• A community is stronger the more interconnected each member is, i.e., the more different real relationships he or she has. However most people don’t really know exactly how to build authentic relationships, or how to facilitate others to have real relationships, so as a result communities are weak or superficial.

  • Because our culture prizes the married couple as the principal unit of culture, there is a tendency for couples who find each other in community to then withdraw from community instead of continuing to participate in it.

  • Relatedly, community fosters a context for accessing human contact that most people need. Often, once friendships, relationships and new projects are established between people who meet in a community they withdraw since they no longer “need” the community. Nobody thinks of paying money to support the existence community of the that has facilitated major transformations into their lives in the form of major relationships that enrich them every single day.

  • When cash is scarce, financial resources are directed toward one’s own self, household and family first and foremost. There isn’t cash available for something that seems a little fuzzy like “community.” At best you could justify paying for educational classes, but not directly toward the settings and network of relationships that makes those classes possible.

  • There are no culturally sanctioned procedures for sharing information publicly about who needs help when.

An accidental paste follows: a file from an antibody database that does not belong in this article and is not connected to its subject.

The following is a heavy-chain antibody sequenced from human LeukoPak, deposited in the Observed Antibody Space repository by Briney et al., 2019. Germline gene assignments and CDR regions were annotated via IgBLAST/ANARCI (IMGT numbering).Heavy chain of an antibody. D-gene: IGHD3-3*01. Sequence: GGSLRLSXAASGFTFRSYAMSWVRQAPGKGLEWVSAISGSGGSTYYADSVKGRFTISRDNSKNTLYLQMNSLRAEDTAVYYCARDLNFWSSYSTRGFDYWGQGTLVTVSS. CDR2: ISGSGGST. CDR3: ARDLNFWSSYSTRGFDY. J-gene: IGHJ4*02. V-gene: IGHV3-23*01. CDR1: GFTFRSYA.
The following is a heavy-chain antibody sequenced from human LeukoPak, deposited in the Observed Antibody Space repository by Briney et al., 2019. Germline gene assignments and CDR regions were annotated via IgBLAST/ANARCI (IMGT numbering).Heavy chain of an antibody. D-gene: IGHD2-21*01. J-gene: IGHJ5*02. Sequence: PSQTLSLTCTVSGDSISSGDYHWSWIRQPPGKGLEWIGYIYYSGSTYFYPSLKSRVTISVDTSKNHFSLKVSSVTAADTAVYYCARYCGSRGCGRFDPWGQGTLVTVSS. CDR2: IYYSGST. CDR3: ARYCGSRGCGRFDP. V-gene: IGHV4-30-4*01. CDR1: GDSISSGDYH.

• For there to be a community there has to be shared spaces that operate outside of economy, and there is practically no funding for such spaces. Spaces are funded when they are tied to specific activities that yield money per time unit predictably.

Why is it so hard for the people who anchor communities?

  • As a society we do not understand the work that is done by those who anchor communities - its complexity, its subtlety, its longtermism

  • Those who are drawn to doing the actual activities that support the emergence of community do not do those activities within any well understood economic model. Which is to say, there is no secure livelihood for those who spend all their time anchoring a community.

  • Most people have no frame of reference for a life-long community or for the extreme longtermist thinking of a community organizer; since the interpersonal paradigm that most people functioning within is that of business, their expectation is that the community organizer’s commitment is on a par with the commitment of any entrepreneur to their business, and that their primary motive is personal/financial

  • Because of the emphasis on activities or skill-building, and the business paradigm, peoples’ relationship with their community tends to be that of a “consumer.” However, communities only work when everyone is a co-creator, because the work is too complex to be differentiated into roles

  • Building community requires a very specific kind of relationship building. The people who anchor a community must be able to build and maintain real relationships with a very wide range of people. Building real relationships means developing points of shared reality around each person’s tensions and potentials as they navigate their paths of self-development, spiritual development, partnership and leadership with care and sensitivity around individual boundaries. This is very challenging to do on any kind of scale.

  • Furthermore these real relationships must be continuously tuned toward awareness of the community's own health and well-functioning. In a context where resources are scarce, this tuning can engender suspicion about the community anchor’s motives for building relationships. This can emotionally exhaust and alienate the people on whom the community relies for its functioning.